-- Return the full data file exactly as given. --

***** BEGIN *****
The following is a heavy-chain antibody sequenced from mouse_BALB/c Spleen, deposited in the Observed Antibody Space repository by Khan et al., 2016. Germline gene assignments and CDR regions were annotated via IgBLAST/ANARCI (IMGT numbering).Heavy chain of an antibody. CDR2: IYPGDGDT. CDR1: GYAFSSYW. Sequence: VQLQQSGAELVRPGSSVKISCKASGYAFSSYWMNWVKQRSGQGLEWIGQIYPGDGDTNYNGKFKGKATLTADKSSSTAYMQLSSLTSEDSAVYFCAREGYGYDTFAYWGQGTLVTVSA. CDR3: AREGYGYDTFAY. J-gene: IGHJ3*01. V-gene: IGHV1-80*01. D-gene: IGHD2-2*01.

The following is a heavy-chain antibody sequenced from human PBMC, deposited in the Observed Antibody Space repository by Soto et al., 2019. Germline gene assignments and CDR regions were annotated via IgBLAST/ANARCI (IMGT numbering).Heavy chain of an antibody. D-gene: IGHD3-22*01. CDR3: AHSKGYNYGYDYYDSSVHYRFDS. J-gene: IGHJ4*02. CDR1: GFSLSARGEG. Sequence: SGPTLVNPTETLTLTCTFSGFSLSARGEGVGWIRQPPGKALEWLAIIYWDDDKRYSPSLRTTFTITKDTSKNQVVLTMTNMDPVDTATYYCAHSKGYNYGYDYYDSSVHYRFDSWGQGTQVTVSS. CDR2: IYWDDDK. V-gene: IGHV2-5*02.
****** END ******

The following is a heavy-chain antibody sequenced from mouse_BALB/c Spleen, deposited in the Observed Antibody Space repository by Khan et al., 2016. Germline gene assignments and CDR regions were annotated via IgBLAST/ANARCI (IMGT numbering).Heavy chain of an antibody. CDR2: IYPGDGDT. CDR1: GYAFSSYW. Sequence: VQLQQSGAELVRPGSSVKISCKASGYAFSSYWMNWVKQRSGQGLEWIGQIYPGDGDTNYNGKFKGKATLTADKSSSTAYMQLSSLTSEDSAVYFCAREGYGYDTFAYWGQGTLVTVSA. CDR3: AREGYGYDTFAY. J-gene: IGHJ3*01. V-gene: IGHV1-80*01. D-gene: IGHD2-2*01.

The following is a heavy-chain antibody sequenced from human PBMC, deposited in the Observed Antibody Space repository by Soto et al., 2019. Germline gene assignments and CDR regions were annotated via IgBLAST/ANARCI (IMGT numbering).Heavy chain of an antibody. D-gene: IGHD3-22*01. CDR3: AHSKGYNYGYDYYDSSVHYRFDS. J-gene: IGHJ4*02. CDR1: GFSLSARGEG. Sequence: SGPTLVNPTETLTLTCTFSGFSLSARGEGVGWIRQPPGKALEWLAIIYWDDDKRYSPSLRTTFTITKDTSKNQVVLTMTNMDPVDTATYYCAHSKGYNYGYDYYDSSVHYRFDSWGQGTQVTVSS. CDR2: IYWDDDK. V-gene: IGHV2-5*02.